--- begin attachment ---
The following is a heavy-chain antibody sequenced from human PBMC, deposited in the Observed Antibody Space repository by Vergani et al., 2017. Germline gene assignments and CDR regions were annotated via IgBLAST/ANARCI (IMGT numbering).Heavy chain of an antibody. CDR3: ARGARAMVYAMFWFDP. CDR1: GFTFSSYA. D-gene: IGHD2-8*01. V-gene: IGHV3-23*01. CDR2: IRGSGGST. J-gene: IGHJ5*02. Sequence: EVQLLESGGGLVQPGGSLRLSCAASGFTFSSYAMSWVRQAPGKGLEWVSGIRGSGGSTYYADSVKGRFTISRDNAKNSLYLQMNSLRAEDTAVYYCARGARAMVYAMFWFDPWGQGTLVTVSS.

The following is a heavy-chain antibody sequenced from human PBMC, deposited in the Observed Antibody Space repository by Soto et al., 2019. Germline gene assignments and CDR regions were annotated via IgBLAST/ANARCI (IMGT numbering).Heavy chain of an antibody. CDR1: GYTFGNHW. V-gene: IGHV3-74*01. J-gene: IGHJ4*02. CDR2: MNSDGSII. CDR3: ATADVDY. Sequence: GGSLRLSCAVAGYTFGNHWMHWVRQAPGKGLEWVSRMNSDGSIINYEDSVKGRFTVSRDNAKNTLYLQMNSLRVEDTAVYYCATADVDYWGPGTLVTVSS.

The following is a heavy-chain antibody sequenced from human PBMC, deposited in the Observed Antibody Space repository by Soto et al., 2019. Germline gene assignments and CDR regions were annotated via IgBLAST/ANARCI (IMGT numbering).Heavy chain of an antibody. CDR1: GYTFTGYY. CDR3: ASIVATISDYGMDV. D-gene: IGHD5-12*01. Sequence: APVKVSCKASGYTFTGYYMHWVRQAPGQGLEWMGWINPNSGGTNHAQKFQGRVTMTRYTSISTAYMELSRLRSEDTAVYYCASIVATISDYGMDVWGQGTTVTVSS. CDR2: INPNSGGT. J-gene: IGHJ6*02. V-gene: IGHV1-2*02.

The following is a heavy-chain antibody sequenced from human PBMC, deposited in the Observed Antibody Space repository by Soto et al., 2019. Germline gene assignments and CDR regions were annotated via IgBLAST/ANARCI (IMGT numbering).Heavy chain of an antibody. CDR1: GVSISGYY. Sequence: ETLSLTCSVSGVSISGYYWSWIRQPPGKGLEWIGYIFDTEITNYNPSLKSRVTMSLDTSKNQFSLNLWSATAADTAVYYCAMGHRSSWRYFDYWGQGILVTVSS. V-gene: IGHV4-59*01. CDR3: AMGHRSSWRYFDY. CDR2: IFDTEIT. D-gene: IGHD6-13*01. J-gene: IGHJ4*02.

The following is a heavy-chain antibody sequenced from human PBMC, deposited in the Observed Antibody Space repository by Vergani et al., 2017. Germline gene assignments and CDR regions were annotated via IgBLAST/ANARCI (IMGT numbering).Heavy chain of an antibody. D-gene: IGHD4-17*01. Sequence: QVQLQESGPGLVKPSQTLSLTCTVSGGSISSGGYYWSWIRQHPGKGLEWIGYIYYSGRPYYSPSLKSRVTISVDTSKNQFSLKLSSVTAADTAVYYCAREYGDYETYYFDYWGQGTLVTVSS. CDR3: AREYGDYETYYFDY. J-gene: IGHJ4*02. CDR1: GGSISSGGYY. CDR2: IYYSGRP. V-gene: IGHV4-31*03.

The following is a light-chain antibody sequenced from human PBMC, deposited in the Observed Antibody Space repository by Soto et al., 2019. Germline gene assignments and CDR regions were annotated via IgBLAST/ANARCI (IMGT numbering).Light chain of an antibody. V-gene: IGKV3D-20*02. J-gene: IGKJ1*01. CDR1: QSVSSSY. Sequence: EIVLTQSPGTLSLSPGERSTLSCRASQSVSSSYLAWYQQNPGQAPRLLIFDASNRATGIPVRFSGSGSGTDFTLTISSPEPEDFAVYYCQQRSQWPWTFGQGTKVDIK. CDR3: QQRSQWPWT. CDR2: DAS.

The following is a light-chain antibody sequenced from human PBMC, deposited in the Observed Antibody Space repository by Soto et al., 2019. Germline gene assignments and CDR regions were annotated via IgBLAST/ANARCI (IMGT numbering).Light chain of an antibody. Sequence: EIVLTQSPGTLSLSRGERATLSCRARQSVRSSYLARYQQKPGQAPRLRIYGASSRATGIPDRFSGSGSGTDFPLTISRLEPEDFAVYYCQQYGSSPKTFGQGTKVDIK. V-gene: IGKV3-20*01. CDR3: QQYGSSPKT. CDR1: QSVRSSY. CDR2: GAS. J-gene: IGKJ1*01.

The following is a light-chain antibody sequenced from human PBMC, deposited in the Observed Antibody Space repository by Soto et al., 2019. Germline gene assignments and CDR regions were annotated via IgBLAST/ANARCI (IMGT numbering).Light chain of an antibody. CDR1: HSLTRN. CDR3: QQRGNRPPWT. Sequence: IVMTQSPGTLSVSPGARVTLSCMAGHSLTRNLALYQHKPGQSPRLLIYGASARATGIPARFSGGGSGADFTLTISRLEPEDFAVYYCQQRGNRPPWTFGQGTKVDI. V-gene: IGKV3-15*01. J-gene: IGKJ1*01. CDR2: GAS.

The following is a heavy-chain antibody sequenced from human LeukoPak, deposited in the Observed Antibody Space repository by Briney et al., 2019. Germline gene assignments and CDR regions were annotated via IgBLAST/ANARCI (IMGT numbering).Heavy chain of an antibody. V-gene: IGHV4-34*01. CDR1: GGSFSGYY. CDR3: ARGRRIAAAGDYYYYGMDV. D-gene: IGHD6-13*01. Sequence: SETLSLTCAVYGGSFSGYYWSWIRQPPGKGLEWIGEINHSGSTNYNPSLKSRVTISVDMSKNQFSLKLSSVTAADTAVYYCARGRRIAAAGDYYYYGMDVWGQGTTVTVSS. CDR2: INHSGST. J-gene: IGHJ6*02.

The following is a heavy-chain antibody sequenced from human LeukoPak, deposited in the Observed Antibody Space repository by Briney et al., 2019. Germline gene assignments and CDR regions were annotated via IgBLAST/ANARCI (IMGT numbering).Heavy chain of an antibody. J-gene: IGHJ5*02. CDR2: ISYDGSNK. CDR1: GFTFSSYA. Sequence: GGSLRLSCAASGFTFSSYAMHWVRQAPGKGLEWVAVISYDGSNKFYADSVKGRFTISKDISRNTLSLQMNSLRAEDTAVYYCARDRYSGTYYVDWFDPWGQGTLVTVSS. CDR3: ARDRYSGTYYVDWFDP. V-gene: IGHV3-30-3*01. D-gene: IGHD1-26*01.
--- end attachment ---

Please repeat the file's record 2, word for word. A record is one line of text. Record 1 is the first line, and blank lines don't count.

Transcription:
The following is a heavy-chain antibody sequenced from human PBMC, deposited in the Observed Antibody Space repository by Soto et al., 2019. Germline gene assignments and CDR regions were annotated via IgBLAST/ANARCI (IMGT numbering).Heavy chain of an antibody. CDR1: GYTFGNHW. V-gene: IGHV3-74*01. J-gene: IGHJ4*02. CDR2: MNSDGSII. CDR3: ATADVDY. Sequence: GGSLRLSCAVAGYTFGNHWMHWVRQAPGKGLEWVSRMNSDGSIINYEDSVKGRFTVSRDNAKNTLYLQMNSLRVEDTAVYYCATADVDYWGPGTLVTVSS.